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What Does It Mean to Cite Sources and Compile a Works Cited?

Documentation and referencing are the same thing. Both refer to giving credit to the original thinkers and writers of ideas by providing references to their work within your own document. For example, you must give credit to an author when you quote them or paraphrase words they have said. By citing a quote, for example, immediately after you have used it, you will provide the author’s name and a date of publication, which will give the reader clear knowledge of who had these ideas and when, and also, give them enough information to flip to the works cited, where they can find out all the information they need should they want to find the book or article on their own and read it. For example,

As John Adams (2016) notes in his book Why Grammar Matters, Even in the 21st Century, “although the semi-colon is largely going out of use now, it is still important to tell students how to interpret the semi-colon so they can fully understand older texts and the tone of the author when using these more archaic forms of punctuation.”

Citing sources also helps you to avoid committing an act of plagiarism, which would get you in a lot of trouble at school or in the workplace.

What is the Harvard Style of Referencing?

Harvard style originated at Harvard University, but has been much adapted by individual institutions, especially in the United States. There are many kinds of documentation styles. Some of the most popular ones at academic institutions throughout the United States are APA, MLA, and the Harvard Style. Each one of these documentation styles is unique in the way it treats titles, dates, names of authors, pages of publications, volume numbers and issue numbers. In terms of style and its privileging the author and date over other textual information, the Harvard Style shares the most in common with APA style. For example, like APA style, for in-text citation, Harvard requires that you mention both the name of the author, followed by the date in a parenthetical citation at the end of a quote or paraphrase, or, directly after you mention the author’s name to put the year of publication of the source materials where the quote is found in parenthesis. For example, Jones (2004) adds that “quote.” For works that also have a page number (quotes that are found in numbered, paginated journals or online journals with pages, as opposed to online articles that are not paginated), Harvard requires you to put at the end of the sentence (p. #), with the given page number of that specific quote at the end of the sentence. For the source in the works cited, however, the full page range of all the pages the article covers in the journal will be given.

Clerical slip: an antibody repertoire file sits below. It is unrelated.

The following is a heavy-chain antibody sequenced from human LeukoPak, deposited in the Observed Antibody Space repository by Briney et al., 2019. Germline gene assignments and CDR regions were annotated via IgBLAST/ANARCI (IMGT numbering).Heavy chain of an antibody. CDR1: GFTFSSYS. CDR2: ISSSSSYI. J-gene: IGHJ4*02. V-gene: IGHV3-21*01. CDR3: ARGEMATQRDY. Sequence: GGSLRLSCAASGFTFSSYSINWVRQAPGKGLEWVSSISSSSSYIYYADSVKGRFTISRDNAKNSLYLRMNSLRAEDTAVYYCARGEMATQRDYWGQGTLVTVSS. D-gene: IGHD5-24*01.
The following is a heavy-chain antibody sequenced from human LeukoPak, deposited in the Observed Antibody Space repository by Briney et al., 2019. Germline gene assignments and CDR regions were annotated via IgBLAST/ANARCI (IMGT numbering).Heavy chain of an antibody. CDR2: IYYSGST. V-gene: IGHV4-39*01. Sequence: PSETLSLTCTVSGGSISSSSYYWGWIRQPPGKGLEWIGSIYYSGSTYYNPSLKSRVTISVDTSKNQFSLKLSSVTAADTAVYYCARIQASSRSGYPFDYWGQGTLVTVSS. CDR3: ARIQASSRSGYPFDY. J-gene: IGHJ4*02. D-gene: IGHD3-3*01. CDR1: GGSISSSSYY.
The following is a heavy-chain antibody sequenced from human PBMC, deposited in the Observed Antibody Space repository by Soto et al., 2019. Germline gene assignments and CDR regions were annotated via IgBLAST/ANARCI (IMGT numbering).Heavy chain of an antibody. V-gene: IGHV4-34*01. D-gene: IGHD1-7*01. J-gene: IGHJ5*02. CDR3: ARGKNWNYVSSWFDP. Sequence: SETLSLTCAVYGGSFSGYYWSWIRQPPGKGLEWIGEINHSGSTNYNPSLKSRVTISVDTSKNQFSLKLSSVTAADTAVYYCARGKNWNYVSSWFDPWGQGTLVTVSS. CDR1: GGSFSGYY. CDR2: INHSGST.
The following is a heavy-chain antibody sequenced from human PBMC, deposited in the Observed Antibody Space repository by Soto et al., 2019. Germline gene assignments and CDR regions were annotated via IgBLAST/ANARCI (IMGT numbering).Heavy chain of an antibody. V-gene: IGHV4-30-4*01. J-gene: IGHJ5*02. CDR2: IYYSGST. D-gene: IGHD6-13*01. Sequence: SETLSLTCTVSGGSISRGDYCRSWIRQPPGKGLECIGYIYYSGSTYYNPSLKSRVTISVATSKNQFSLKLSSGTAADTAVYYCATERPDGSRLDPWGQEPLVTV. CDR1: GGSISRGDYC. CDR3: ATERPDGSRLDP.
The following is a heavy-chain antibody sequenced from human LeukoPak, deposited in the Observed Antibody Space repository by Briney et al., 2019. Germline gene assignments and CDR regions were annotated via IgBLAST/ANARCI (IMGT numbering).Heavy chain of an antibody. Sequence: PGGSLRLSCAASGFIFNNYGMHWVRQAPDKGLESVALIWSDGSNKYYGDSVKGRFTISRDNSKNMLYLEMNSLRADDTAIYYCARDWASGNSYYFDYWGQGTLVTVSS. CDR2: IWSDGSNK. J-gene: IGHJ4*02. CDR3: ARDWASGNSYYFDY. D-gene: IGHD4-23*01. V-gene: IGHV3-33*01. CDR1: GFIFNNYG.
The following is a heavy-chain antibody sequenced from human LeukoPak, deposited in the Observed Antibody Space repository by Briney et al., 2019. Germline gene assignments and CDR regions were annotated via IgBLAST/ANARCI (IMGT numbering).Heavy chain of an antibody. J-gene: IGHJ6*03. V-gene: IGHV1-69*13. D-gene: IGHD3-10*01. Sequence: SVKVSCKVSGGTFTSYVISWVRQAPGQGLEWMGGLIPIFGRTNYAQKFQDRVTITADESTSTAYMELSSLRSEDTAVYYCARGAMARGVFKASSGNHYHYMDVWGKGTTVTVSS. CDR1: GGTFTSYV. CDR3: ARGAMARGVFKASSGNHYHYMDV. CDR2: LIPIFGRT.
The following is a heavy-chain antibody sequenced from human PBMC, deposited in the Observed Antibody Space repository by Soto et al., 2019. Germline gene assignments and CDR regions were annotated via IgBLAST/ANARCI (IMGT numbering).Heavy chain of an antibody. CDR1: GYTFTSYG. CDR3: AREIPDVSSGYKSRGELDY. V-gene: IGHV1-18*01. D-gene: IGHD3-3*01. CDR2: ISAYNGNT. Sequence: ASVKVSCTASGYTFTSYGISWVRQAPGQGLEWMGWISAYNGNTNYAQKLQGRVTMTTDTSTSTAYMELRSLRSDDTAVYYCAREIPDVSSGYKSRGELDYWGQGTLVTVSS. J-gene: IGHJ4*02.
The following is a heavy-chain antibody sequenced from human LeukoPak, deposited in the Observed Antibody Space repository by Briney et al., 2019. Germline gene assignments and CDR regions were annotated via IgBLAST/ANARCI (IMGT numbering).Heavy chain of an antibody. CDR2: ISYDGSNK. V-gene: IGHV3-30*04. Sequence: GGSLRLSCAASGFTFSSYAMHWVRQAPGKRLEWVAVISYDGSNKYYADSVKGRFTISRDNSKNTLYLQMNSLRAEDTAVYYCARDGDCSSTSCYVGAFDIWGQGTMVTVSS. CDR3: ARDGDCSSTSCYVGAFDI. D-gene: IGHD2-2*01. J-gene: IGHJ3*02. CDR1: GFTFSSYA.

What Makes the Harvard Works Cited Unique?

The Harvard System combines elements of the MLA style and the APA style that are completely unique. Harvard and APA style, although they handle in-text citations similarly, cite works in cited/reference list items in a unique matter, distinct from one another. For example, in Harvard style, all the words in article titles are capitalized in title case, where in APA style, only the first word is capitalized.

For the Harvard system, the basic format for citing books is the following:

Author's last name, author's first initial. (Year of publication). Title. Edition. (Applicable only if it is not the first edition) City of publication: Publisher.


Hemingway, E. (1921). In our time. New York: Scribner’s.

For citing journal articles, the basic format is:

Last name, First initial. (Year published). Article title. Journal, Volume (Issue), Page(s).


Jones, R. (2002). In Our Time: Understanding Hemingway’s Masterpiece. American Literature, 32(14), pp. 269-290.

Understanding the unique rules of the referencing style you are supposed to apply is a crucial element of academic writing. Follow our simple guide to make sure you don't overlook anything important.